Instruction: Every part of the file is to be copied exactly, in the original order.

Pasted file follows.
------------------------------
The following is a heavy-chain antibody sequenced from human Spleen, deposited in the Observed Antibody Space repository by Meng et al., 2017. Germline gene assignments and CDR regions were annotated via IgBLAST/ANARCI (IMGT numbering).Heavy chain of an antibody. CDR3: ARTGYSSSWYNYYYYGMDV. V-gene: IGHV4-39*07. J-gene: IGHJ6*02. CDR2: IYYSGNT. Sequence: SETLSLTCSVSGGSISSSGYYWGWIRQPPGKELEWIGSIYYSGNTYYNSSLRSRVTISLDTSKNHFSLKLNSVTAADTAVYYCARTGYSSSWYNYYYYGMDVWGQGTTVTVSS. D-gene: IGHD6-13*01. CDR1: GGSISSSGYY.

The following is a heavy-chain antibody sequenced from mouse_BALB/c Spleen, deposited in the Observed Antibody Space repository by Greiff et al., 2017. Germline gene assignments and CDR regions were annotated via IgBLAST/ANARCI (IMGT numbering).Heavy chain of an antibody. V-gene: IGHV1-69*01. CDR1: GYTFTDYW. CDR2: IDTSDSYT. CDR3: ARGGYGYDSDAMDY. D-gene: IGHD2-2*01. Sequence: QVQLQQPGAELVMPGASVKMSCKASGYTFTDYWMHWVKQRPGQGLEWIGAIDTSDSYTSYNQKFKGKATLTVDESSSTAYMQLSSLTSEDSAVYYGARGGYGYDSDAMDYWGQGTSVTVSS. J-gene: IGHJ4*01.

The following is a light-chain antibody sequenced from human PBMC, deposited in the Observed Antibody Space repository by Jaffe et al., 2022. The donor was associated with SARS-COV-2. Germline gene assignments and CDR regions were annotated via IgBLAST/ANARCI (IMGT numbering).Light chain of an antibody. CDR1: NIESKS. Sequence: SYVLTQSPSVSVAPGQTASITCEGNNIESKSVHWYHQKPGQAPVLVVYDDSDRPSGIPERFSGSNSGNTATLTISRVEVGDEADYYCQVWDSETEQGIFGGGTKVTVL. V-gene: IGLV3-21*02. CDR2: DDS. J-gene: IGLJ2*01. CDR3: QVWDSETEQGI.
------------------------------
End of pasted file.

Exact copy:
The following is a heavy-chain antibody sequenced from human Spleen, deposited in the Observed Antibody Space repository by Meng et al., 2017. Germline gene assignments and CDR regions were annotated via IgBLAST/ANARCI (IMGT numbering).Heavy chain of an antibody. CDR3: ARTGYSSSWYNYYYYGMDV. V-gene: IGHV4-39*07. J-gene: IGHJ6*02. CDR2: IYYSGNT. Sequence: SETLSLTCSVSGGSISSSGYYWGWIRQPPGKELEWIGSIYYSGNTYYNSSLRSRVTISLDTSKNHFSLKLNSVTAADTAVYYCARTGYSSSWYNYYYYGMDVWGQGTTVTVSS. D-gene: IGHD6-13*01. CDR1: GGSISSSGYY.

The following is a heavy-chain antibody sequenced from mouse_BALB/c Spleen, deposited in the Observed Antibody Space repository by Greiff et al., 2017. Germline gene assignments and CDR regions were annotated via IgBLAST/ANARCI (IMGT numbering).Heavy chain of an antibody. V-gene: IGHV1-69*01. CDR1: GYTFTDYW. CDR2: IDTSDSYT. CDR3: ARGGYGYDSDAMDY. D-gene: IGHD2-2*01. Sequence: QVQLQQPGAELVMPGASVKMSCKASGYTFTDYWMHWVKQRPGQGLEWIGAIDTSDSYTSYNQKFKGKATLTVDESSSTAYMQLSSLTSEDSAVYYGARGGYGYDSDAMDYWGQGTSVTVSS. J-gene: IGHJ4*01.

The following is a light-chain antibody sequenced from human PBMC, deposited in the Observed Antibody Space repository by Jaffe et al., 2022. The donor was associated with SARS-COV-2. Germline gene assignments and CDR regions were annotated via IgBLAST/ANARCI (IMGT numbering).Light chain of an antibody. CDR1: NIESKS. Sequence: SYVLTQSPSVSVAPGQTASITCEGNNIESKSVHWYHQKPGQAPVLVVYDDSDRPSGIPERFSGSNSGNTATLTISRVEVGDEADYYCQVWDSETEQGIFGGGTKVTVL. V-gene: IGLV3-21*02. CDR2: DDS. J-gene: IGLJ2*01. CDR3: QVWDSETEQGI.